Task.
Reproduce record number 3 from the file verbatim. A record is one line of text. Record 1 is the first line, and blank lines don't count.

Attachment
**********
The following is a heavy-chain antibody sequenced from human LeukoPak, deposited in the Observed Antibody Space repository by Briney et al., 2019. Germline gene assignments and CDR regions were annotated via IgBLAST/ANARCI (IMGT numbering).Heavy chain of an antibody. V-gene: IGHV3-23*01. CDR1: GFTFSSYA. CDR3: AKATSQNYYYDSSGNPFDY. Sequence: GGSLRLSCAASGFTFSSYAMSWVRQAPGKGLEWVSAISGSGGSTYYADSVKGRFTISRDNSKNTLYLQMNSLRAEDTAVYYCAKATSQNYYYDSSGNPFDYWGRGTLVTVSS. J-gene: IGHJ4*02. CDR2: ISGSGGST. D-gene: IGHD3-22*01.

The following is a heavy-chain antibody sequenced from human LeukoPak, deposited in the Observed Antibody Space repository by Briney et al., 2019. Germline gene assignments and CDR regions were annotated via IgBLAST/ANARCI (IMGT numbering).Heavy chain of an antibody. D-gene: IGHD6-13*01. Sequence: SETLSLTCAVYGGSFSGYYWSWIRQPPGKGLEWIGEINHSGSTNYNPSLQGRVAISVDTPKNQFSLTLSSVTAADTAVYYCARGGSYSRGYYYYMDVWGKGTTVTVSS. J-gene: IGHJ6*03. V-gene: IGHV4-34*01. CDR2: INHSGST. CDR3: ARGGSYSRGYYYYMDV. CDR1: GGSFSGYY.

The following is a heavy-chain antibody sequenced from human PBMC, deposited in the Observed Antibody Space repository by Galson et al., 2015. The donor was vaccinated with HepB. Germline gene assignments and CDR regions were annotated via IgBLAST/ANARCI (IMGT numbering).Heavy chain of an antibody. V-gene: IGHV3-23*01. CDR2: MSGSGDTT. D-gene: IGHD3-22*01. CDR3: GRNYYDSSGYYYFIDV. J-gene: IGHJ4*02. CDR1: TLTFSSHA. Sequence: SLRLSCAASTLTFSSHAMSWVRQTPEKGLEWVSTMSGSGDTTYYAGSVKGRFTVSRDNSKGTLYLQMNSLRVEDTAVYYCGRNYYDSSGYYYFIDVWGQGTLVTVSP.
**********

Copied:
The following is a heavy-chain antibody sequenced from human PBMC, deposited in the Observed Antibody Space repository by Galson et al., 2015. The donor was vaccinated with HepB. Germline gene assignments and CDR regions were annotated via IgBLAST/ANARCI (IMGT numbering).Heavy chain of an antibody. V-gene: IGHV3-23*01. CDR2: MSGSGDTT. D-gene: IGHD3-22*01. CDR3: GRNYYDSSGYYYFIDV. J-gene: IGHJ4*02. CDR1: TLTFSSHA. Sequence: SLRLSCAASTLTFSSHAMSWVRQTPEKGLEWVSTMSGSGDTTYYAGSVKGRFTVSRDNSKGTLYLQMNSLRVEDTAVYYCGRNYYDSSGYYYFIDVWGQGTLVTVSP.